Isn't that the truth about many religious stories? The details of Atwill's claims may be wrong, but the I believe the Jesus story as written in the bible, is definitely a myth.
Biblical Scholar Claims The Story Of Jesus Christ Was A HOAX Designed To Control The People
" I believe the Jesus story as written in the bible, is definitely a myth. "
So do I, I also feel that the various writers about him have different reasons for what they write.
After recognizing the above, the "Did he exist" debate is pointless, we have nothing of note outside of the N.T and the other writings, non-Canonical gospels etc, most of which are a little later than the N.T.
Personally I do think that a charismatic preacher like the one mythologized later as Jesus of Nazareth did exist, or there would be no need for Luke's convoluted and fictional explanations that became necessary to get Jesus seemingly born in Bethlehem.
I think that using the Jesus Myth to control/unite the people came much later, with Constantine, I doubt that was the agenda of the Gospel writers.
Robert Price and Bart Ehrman are debating the 'did he exist?' question in a week or so's time. Sure it'll end up on Youtube. Personally, I lean towards a historical Yeshua Ben Yosef - who may or may not have had much in common with the Jesus of the Gospels. Regardless of that though, Atwill writes absolute tosh. It's about as useful as using von Daniken to understand pre-Columbian South American civilisations. It's not even wrong.
I believe there may have been some real people that became characters in the writings that became the passion of Christ or better known as the gospels. But one thing to consider when thinking weather or not jesus was real. Part of his famous sermon on the mount was found in old writings from or near Babylon. So why would the son of god be quoting from an old religious saying???
If the gospels aren't historically accurate documents then everything which Jesus is recorded as saying needs to be seen more as which words each writer wanted him to say. Think you have to split the biblical Jesus from a historical Jesus. The biblical Jesus may or may not bear some or any relationship to the historical Jesus. The biblical Jesus is, very arguably, a construction of decades later - which is where mythicist ideas tend to mesh with the scholarly consensus. eg the development of ideas about the nature of divinity.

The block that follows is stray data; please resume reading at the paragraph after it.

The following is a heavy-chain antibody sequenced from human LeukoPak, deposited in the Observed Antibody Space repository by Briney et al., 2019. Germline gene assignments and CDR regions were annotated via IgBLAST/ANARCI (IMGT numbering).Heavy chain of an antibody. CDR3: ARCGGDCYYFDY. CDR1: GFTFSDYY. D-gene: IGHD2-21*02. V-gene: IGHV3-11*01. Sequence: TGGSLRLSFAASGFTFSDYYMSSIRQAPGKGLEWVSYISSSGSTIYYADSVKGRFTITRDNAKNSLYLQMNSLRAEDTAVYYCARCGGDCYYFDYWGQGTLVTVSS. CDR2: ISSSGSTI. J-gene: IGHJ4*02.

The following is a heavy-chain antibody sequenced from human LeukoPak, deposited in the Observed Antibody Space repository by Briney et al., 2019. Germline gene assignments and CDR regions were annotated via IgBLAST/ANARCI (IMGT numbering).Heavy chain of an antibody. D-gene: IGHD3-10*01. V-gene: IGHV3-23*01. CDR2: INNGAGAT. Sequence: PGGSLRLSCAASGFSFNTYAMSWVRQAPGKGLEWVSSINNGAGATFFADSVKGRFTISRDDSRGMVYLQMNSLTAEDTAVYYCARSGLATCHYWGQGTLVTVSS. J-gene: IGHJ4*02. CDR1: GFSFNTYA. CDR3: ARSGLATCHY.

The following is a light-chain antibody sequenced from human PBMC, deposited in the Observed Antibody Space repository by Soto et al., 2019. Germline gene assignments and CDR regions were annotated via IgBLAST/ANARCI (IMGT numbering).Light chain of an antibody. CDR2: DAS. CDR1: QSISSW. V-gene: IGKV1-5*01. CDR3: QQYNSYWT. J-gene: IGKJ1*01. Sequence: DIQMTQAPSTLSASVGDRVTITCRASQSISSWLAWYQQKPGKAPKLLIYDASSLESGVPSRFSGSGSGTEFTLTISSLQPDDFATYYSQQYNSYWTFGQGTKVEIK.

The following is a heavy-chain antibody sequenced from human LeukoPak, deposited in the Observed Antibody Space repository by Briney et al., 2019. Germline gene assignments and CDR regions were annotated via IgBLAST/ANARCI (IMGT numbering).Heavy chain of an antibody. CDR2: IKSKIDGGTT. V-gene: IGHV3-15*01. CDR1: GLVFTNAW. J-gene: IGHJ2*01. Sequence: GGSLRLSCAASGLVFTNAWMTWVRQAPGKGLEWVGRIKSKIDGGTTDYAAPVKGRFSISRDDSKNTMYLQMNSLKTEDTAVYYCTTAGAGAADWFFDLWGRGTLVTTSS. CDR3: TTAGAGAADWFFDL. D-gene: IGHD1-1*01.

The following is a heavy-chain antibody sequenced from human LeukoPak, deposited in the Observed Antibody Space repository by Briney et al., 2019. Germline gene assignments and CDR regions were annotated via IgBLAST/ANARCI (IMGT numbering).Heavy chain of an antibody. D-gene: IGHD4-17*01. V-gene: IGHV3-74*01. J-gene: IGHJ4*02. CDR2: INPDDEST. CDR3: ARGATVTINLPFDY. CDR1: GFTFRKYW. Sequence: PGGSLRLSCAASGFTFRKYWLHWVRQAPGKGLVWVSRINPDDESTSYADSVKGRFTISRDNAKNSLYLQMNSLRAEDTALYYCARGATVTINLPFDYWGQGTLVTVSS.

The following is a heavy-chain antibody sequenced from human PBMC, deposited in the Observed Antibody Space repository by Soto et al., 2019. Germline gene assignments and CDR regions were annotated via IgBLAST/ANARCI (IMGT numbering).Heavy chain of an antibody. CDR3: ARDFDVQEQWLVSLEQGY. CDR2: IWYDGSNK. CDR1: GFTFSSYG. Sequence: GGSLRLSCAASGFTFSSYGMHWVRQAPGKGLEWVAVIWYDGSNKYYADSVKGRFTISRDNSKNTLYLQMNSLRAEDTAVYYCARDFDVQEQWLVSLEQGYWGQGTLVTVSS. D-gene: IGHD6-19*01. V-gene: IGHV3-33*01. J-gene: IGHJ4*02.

So not sure a biblical Jesus sounding eerily similar to a Jewish Rabbi writing in Babylon either proves or disproves a historical Jesus. Where it gets interesting is whether the person writing down the sermon on the mount knew of that Rabbi's thoughts. There's a similar argument around the writer of Luke/Acts and Josephus. Atwill gets it backwards. The argument runs that it's not Josephus writing Luke/Acts but that portions of Luke/Acts seem to indicate its writer had read Josephus - and was in fact copying parts of Josephus and making factual errors based on Josephus' works. It's all interesting for the origins of Christianity and of the writings of early Christianities. But not so much useful for saying whether there was a bloke who did walk around first century Palestine claiming to be a messiah (or not?) and ended up having followers who, after he had been executed/died, thought he was God.
Well, it certainly worked....Thank God!
All religions are a hoax